Saturday, November 5, 2022

Review: Spielberg's "1941" - Raiders of the Lost Invasion (Countdown to "The Fabelmans")

TRASH IN MY EYE No. 67 of 2022 (No. 1879) by Leroy Douresseaux

1941 (1979)
Running time:  118 minutes (1 hour, 58 minutes)
DIRECTOR:  Steven Spielberg
WRITERS:  Robert Zemeckis and Bob Gale; from a story by Robert Zemeckis, Bob Gale, and John Milius
PRODUCER:  Buzz Feitshans
CINEMATOGRAPHER:  William A. Fraker (D.o.P.)
EDITOR:  Michael Kahn
COMPOSER:  John Williams
Academy Award nominee


Starring:  John Belushi, Dan Aykroyd, Christopher Lee, Nancy Allen, Ned Beatty, John Candy, Elisha Cook, Jr., Bobby Di Cicco, Lorraine Gary, Murray Hamilton, Dianne Kay, John Landis, Michael McKean, Tim Matheson, Toshiro Mifune, Dick Miller, Warren Oates, Slim Pickens, Mickey Rourke, Lionel Stander, Robert Stack, Dub Taylor, Treat Williams, and Frank McRae

1941 is a 1979 comedy, war movie, and period film directed by Steven Spielberg.  Although not as popular or critically acclaimed as Spielberg's earlier films, 1941 began to gain in popularity after an expanded version of the film aired on television.  1941 is set almost a week after the Japanese invasion of Pearl Harbor and finds various California residents in a state of panic about an alleged inevitable Japanese attack on the state.

1941 opens on Saturday, December 13, 1941, at 7:01 a.m. (six days after the attack on Pearl Harbor).  Surfacing off the Northern California coast is a submarine of the Imperial Japanese Fleet, commanded by Akiro Mitamura (Toshiro Mifune).  Also aboard, as an annoying advisor, is Nazi Kriegsmarine officer, Wolfgang von Kleinschmidt (Christopher Lee).  Because he did not participate in the attack on Pearl Harbor, Commander Mitamura wants to destroy something in Los Angeles, in an act or honor.  He has decided to target “Hollywood,” although he and his crew are having trouble finding the place.

Meanwhile, in Santa Monica, servicemen from the U.S. Army and Navy have overrun the town.  Wayward youth, Wally Stephens (Bobby Di Cicco), is trying to hold on to his girlfriend, Betty Douglas (Dianne Kay).  She is the target of the unwanted attentions of Corporal Chuck Sitarski (Treat Williams), a member of a 10th Armored Division tank crew.  The crew, which also consists of Sergeant Frank Tree (Dan Aykroyd) and Private First Class Foley (John Candy), is suddenly dealing with its newest member, Private Ogden Johnson Jones (Frank McRae), a Black serviceman!

In Death Valley, the cigar-chomping Captain Wild Bill Kelso (John Belushi) of the United States Army Air Forces aims his fighter plane towards L.A. where he believes he will help fight off a Japanese attack.  Everything is going crazy around everyone, and there seems to be a hundred melodramas and subplots.  Can Americans stop fighting Americans long enough prevent a real Japanese attack on Los Angeles and the surrounding area?

I recently saw 1941 for the first time in preparation for this review.  Although I am a huge fan of Steven Spielberg, 1941 was one of his films that I was not really interested in seeing.  I found a DVD copy containing a “restored version” of the film that is almost half an hour longer than the original theatrical release.  When I was a kid, 1941 was considered a “box office bomb,” which is apparently not true.  The film reportedly did make a profit, but it was not as financially or as critically well received as Spielberg's previous films, Close Encounters of the Third Kind (1977) and Jaws (1975).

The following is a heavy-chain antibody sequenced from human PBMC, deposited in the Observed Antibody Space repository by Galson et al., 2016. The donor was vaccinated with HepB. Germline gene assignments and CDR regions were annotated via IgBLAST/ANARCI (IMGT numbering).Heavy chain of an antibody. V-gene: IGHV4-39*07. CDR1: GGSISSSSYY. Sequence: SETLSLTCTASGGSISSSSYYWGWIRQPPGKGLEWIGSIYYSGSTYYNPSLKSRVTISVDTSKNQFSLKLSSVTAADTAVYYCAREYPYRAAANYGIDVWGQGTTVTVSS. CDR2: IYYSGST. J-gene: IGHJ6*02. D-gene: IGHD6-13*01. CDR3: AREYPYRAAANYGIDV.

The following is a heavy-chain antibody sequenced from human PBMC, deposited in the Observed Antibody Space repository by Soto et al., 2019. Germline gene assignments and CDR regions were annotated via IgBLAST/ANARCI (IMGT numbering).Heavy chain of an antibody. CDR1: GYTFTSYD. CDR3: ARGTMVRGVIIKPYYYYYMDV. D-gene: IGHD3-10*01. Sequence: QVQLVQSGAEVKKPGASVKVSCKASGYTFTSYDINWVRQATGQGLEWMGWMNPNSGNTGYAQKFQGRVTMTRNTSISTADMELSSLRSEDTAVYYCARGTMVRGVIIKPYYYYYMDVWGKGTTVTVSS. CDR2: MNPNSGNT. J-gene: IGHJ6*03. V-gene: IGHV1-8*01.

For what it is, 1941 is way too long, even at its original length (1 hour, 58 minutes).  Still, it is funny in many spots, and, in spite of a really large cast, all the individual subplots and comic melodramas do come together so that the film does not feel disjointed.  I like that 1941 gives me a chance to see some of my favorite actors:  Toshiro Mifune, Christopher Lee, Warren Oates, Ned Beatty, and character actors:  Dick Miller, Dub Taylor and Elisha Cook, Jr., all of whom are now deceased.  Another favorite, Robert Stack, practically steals the film as Major General Joseph W. Stillwell, a character that seems to center the film.  And I'm always happy to see Dan Aykroyd.

One thing that really stuck out to me is that much of 1941 seems like a dry run for the action sequences in my favorite Spielberg film, Raiders of the Lost Ark, which would be his next film after 1941.  The action in 1941 is conveyed in a humorous mood, and Raiders, more of an adventure film than an action film, features action scenes that are breath-taking, but are delivered with something like a wink and a nod.

Regardless of where it is positioned in Steven Spielberg's filmography, 1941 shows that, as the guy at the helm, Spielberg's most impressive talent may be his ability to gather a large cast and crew and very talented collaborators in order to make really spectacular films that are epic in scope, even in their quite and funny moments.  1941 is not a great film, but there are moments during this movie when it is obvious that one of the greatest filmmakers of all time is the guiding force and the main man behind it.

5 of 10
★★½ out of 4 stars

Saturday, November 5, 2022

1980 Academy Awards:  3 nominations: “Best Cinematography” (William A. Fraker), “Best Sound” (Robert Knudson, Robert Glass, Don MacDougall, and Gene S. Cantamessa), and “Best Effects, Visual Effects” (William A. Fraker, A.D. Flowers, and Gregory Jein)

The text is copyright © 2022 Leroy Douresseaux. All Rights Reserved. Contact this site or blog for reprint and syndication rights and fees.



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